I planted a honeysuckle vine from a pot that also contained creeping jenny. This honeysuckle is in Washington state. I planted in ground a year ago. It was approximately 4' tall at the time. The creeping jenny took off and is thick around the base of the vine. Now the leaves on the honeysuckle are yellow and some have dried. Flower production was minimal this summer. Should I remove the creeping jenny? It seems to be comingled with the roots of the honeysuckle. Or is it a nitrogen problem?


3 Answers 3


Creeping jenny (Lysimachia nummularia) is invasive in parts of North America. It is often more invasive in the northeast than the northwest, but there are some parts of coastal Washington and Oregon where it can be highly invasive as well. Also, outside these areas it can be aggressive in the garden if there is a lot of irrigation.

Whether or not it is competing with your honeysuckle might depend on what species it is, i.e. it is probably more likely to compete with the vining honeysuckles that have a habit of shallow, ground-level roots, and less likely to compete with deeper-rooting honeysuckles.

However if I were in your position I would prioritize removing it just because it is a plant that is known to be invasive in your area. This would especially be true if you are located in to the more high-rainfall, humid parts of the state, like around Puget sound, as these are the areas where it is most likely to be invasive.

Lastly, if you're having trouble growing the honeysuckle, it could be that it's not in the right conditions. I don't know what species you're trying to grow, but in your region I would probably only try to grow Lonicera ciliosa, Lonicera hispudula, Lonicera involucrata, or in more arid parts of the state, Lonicera utahensis. Most other honeysuckles are either going to be hard to grow, or potentially invasive. As for what would be wrong with conditions though, you'll get a very different answer depending on what species you're trying to grow and where you're located!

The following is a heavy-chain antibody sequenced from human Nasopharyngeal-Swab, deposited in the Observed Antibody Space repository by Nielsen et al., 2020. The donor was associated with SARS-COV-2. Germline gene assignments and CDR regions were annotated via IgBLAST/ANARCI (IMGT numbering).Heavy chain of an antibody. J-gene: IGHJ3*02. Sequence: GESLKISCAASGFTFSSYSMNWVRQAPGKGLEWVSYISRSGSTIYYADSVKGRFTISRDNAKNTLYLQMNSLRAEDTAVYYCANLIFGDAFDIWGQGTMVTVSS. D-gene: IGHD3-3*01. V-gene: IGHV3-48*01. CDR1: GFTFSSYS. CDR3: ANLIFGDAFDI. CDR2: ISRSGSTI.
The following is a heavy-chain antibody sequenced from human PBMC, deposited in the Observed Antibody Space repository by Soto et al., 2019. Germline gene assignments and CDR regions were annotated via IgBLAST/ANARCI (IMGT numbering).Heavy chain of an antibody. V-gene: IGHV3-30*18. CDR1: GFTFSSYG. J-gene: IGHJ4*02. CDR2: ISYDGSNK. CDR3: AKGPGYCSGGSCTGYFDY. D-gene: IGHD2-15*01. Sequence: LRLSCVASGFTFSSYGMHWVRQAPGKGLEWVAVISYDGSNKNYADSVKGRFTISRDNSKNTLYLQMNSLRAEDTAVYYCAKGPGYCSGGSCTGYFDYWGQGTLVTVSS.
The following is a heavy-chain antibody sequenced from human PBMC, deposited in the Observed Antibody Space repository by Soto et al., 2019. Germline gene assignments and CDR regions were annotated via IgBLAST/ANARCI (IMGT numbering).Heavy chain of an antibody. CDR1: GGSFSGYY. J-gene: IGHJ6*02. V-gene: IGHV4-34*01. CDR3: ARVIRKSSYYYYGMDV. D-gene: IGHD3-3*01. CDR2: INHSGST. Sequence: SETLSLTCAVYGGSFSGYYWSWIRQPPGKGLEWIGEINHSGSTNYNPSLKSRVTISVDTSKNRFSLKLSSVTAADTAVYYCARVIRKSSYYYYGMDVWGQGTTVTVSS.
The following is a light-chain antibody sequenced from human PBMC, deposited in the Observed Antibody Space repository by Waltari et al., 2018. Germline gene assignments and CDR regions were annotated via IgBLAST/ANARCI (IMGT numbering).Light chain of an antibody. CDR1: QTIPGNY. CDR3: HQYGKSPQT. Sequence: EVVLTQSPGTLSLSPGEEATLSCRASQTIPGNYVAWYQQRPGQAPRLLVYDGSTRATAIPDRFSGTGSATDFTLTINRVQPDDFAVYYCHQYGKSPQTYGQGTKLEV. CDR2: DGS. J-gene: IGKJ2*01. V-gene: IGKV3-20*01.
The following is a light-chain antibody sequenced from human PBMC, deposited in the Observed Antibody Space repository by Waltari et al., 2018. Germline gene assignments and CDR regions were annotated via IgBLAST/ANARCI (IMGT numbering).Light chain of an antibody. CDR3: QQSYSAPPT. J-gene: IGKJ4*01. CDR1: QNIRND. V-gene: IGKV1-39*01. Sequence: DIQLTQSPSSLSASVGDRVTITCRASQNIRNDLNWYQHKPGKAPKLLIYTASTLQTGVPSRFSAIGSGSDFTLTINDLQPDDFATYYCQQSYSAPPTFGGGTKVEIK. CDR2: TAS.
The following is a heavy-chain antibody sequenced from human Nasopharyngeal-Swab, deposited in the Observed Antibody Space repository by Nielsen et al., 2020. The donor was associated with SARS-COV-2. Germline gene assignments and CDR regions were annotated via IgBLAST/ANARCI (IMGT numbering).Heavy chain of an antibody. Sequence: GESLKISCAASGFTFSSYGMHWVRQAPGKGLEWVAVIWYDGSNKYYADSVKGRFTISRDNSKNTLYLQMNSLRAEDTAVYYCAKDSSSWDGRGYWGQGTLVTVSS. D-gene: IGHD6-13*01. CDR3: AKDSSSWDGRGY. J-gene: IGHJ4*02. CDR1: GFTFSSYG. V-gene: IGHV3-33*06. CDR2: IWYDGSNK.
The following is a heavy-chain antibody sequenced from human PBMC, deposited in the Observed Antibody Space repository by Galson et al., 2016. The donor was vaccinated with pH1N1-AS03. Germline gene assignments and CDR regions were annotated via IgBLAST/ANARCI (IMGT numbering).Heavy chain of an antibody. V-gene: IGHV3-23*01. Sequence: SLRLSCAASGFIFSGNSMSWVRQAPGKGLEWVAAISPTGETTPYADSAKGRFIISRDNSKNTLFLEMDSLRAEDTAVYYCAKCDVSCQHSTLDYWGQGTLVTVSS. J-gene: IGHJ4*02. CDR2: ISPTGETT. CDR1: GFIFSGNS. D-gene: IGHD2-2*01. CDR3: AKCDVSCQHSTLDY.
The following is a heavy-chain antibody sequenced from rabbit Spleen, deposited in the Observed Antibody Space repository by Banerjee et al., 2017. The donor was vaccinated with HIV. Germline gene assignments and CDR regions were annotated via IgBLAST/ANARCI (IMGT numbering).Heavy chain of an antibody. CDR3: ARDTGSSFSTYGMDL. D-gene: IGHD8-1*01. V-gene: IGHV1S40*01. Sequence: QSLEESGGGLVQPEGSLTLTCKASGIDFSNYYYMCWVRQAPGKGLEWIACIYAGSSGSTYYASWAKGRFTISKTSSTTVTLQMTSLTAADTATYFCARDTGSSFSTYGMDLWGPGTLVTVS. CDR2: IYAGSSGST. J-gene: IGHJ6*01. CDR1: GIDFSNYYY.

Creeping Jenny (Lysimachia nummularia) is commonly used in pots and as ground cover, in combination with other plants. There is nothing inherently wrong with the roots of plants mingling (in fact it's inevitable), as long as their combined needs are still met. I doubt your Honeysuckle is suffering specifically due to Creeping Jenny but rather because of competition in general.

Make sure the container is comfortably big enough for the Honeysuckle vine, with extra space for the Creeping Jenny. Consider removing some of the Creeping Jenny around the Honeysuckle now, while the vine is getting better established, it should regrow easily later on.

Ensure the drainage in the container is good so that the soil can remain moist without being waterlogged. Apply an organic mulch and/or a liquid plant food to ensure there are sufficient nutrients for both plants. If the soil in the pot is several years old then thing about emptying it and replanting in fresh compost. Make sure the pot is in a suitable location. Both Honeysuckle and Creeping Jenny will tolerate some shade, but not deep shade.

Hope this helps, good luck 🤞🌱

  • Thanks. This is planted in the ground. I recently pulled the creeping Jenny out by hand. Maybe it will help
    – Linda
    Sep 12, 2019 at 14:37
  • I'm sorry, I misunderstood your question, I read it as "I planted a honeysuckle vine in a pot that also contained creeping jenny." Sep 13, 2019 at 12:46

If you only planted the honeysuckle last year, it may be that it hasn't had sufficient water to settle in properly, especially as, being taken from a pot, it likely had a solid root ball which may not yet have 'broken out' to spread its roots far and wide. If the root ball was solid and large and had been in the previous pot for good while, it needed extra water during hot dry spells this year, of the order of a few gallons applied directly to the ground at the base of the plant, once a week. The first year is particularly critical when a plant is transferred to the ground in terms of watering. Once the plant puts out new roots, spreading over an area below ground, it will be able to seek out whatever it needs itself, but until that happens, keep it well supplied with water. Don't fertilize now, wait till next spring, and keep it watered as necessary during next spring/summer. After that, it should have settled in...

The Lysimachia in and of itself won't be killing your honeysuckle, but it will have been competing for water.

  • Thank you, it was a very solid root ball.
    – Linda
    Sep 14, 2019 at 13:37

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